• Molly Watson

OAH Case No. 2020070970

Last summer, on August 24, 2020, in special education case Student v. Pleasanton Unified School District and the Contra Costa County Office of Education, OAH Case No. 2020070970, the Office of Administrative Hearings "OAH" issued an order granting the student's Motion for Stay Put. The student had filed the Motion for Stay Put in order to be provided the in-person services included in her IEP during distance learning.


Under the Individuals with Disabilities Education Act, during the pendency of any administrative or judicial proceeding, unless the parties agree otherwise, the child involved in the complaint must remain in his or her current educational placement. For purposes of stay put, the current educational placement is the last agreed upon and implemented placement in the child's IEP. This is called the stay put doctrine.


In this case, at the time the motion was granted, the student was eleven-years-old. She has a rare genetic condition called Wolf-Hirschhom chromosome disorder, that resulted in her substantial developmental delays.


The student's last agreed upon and implemented IEP offered her several services, including a full-time LVN during the school day to do a variety of tasks such as monitoring her seizures, her administering medications, feeding her through a feeding tube, and repositioning her body.


After school sites closed in March, the school district developed a distance learning plan for the student. The plan did not offer the student any in-person services.


Last March, California Governor Newsom issued Executive Order N-26-20, which directed the California Department of Education and the Health and Human Services Agency to develop guidance to ensure that students with disabilities continue to receive a free appropriate public education "FAPE". The order indicates that in some exceptional instances, students with special needs can be provided services in-person in order to maintain their mental, physical, health and safety needs. And alternative models of delivery of services should comply with federal, state, and local health and safety official guidance.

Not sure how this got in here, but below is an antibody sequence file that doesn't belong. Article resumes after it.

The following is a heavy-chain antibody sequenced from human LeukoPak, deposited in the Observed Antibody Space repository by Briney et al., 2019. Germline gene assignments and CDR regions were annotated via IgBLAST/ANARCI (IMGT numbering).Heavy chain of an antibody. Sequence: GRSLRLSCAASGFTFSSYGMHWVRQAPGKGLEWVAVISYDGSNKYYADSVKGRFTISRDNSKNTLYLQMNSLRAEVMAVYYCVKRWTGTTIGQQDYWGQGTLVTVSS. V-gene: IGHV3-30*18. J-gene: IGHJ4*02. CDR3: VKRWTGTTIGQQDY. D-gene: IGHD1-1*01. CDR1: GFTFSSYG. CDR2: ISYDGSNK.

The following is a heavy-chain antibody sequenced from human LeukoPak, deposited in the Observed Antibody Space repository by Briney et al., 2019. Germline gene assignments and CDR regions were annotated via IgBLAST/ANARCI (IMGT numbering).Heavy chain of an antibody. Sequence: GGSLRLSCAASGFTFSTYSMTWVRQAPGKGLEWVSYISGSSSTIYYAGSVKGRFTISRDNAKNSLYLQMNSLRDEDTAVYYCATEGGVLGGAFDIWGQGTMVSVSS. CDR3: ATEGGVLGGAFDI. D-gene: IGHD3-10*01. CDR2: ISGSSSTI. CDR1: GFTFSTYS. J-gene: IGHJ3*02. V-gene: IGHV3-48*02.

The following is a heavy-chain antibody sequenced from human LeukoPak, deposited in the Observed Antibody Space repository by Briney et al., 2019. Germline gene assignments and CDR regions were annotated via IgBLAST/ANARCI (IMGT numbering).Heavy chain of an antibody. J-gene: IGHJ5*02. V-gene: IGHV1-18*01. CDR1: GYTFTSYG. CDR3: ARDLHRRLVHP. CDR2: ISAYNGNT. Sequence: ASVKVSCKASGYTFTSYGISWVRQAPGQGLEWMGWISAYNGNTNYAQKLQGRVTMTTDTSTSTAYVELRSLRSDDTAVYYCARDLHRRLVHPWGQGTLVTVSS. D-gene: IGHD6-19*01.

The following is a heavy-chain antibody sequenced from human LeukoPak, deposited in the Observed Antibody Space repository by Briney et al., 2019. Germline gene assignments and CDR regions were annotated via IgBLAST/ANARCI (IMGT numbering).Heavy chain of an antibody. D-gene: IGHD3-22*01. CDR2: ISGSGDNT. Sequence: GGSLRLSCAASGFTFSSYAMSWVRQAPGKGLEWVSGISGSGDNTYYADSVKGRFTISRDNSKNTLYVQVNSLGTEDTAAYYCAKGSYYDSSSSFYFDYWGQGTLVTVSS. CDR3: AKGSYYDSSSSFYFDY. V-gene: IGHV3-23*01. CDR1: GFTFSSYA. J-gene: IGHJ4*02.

In granting the student's Motion for Stay Put, the administrative law judge concluded that guidelines under the Executive Order did not preclude school districts from providing in-person services. And in this case, the local health authority in Contra Costa County allowed in-person educational services for instruction that cannot be done remotely and are required for a student to receive an education.


Further, in granting the stay put order, the administrative law judge relied on existing law that states that when an IEP cannot be implemented exactly as written in the IEP, school district must try to replicate the placement that existed at the time the dispute arose as closely as possible. The order acknowledged that the services the student's distance learning plan offered her, given her need for intensive services, were not comparable to the services she had been provided prior to the school site closures in March.


The OAH ordered the school district and the County Office of Education to provide the student with in-person services, including her one-to-one LVN support, speech or language therapy, physical therapy and vision services in the duration and intensity described in her IEP. The order indicated that qualified staff from a nonpublic agency could be used to provide these services.


This means that for students who have intensive needs such as those who are medically fragile or have significant behaviors, and those who are unable to access their education through distance learning may be entitled to a distance learning plan that is comparable to the last agreed upon and implemented IEP.


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